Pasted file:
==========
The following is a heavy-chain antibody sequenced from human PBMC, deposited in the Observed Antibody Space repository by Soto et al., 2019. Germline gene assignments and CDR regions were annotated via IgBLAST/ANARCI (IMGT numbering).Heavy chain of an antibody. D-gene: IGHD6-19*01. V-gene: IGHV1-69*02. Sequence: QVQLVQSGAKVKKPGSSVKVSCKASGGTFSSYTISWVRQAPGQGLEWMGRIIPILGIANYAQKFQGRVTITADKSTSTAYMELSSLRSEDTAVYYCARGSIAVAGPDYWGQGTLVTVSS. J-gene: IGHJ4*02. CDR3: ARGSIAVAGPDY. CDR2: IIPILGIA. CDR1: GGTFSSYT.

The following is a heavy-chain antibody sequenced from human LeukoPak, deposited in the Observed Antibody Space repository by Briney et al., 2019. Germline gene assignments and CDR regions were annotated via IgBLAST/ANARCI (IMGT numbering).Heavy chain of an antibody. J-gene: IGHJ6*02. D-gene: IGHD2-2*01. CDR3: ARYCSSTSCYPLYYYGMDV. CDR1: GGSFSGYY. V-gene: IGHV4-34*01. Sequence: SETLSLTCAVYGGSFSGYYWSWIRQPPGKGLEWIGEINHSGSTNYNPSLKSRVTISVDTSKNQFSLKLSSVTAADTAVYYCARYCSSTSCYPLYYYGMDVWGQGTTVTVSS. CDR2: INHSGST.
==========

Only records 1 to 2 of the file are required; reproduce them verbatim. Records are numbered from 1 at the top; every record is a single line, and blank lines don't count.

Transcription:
The following is a heavy-chain antibody sequenced from human PBMC, deposited in the Observed Antibody Space repository by Soto et al., 2019. Germline gene assignments and CDR regions were annotated via IgBLAST/ANARCI (IMGT numbering).Heavy chain of an antibody. D-gene: IGHD6-19*01. V-gene: IGHV1-69*02. Sequence: QVQLVQSGAKVKKPGSSVKVSCKASGGTFSSYTISWVRQAPGQGLEWMGRIIPILGIANYAQKFQGRVTITADKSTSTAYMELSSLRSEDTAVYYCARGSIAVAGPDYWGQGTLVTVSS. J-gene: IGHJ4*02. CDR3: ARGSIAVAGPDY. CDR2: IIPILGIA. CDR1: GGTFSSYT.

The following is a heavy-chain antibody sequenced from human LeukoPak, deposited in the Observed Antibody Space repository by Briney et al., 2019. Germline gene assignments and CDR regions were annotated via IgBLAST/ANARCI (IMGT numbering).Heavy chain of an antibody. J-gene: IGHJ6*02. D-gene: IGHD2-2*01. CDR3: ARYCSSTSCYPLYYYGMDV. CDR1: GGSFSGYY. V-gene: IGHV4-34*01. Sequence: SETLSLTCAVYGGSFSGYYWSWIRQPPGKGLEWIGEINHSGSTNYNPSLKSRVTISVDTSKNQFSLKLSSVTAADTAVYYCARYCSSTSCYPLYYYGMDVWGQGTTVTVSS. CDR2: INHSGST.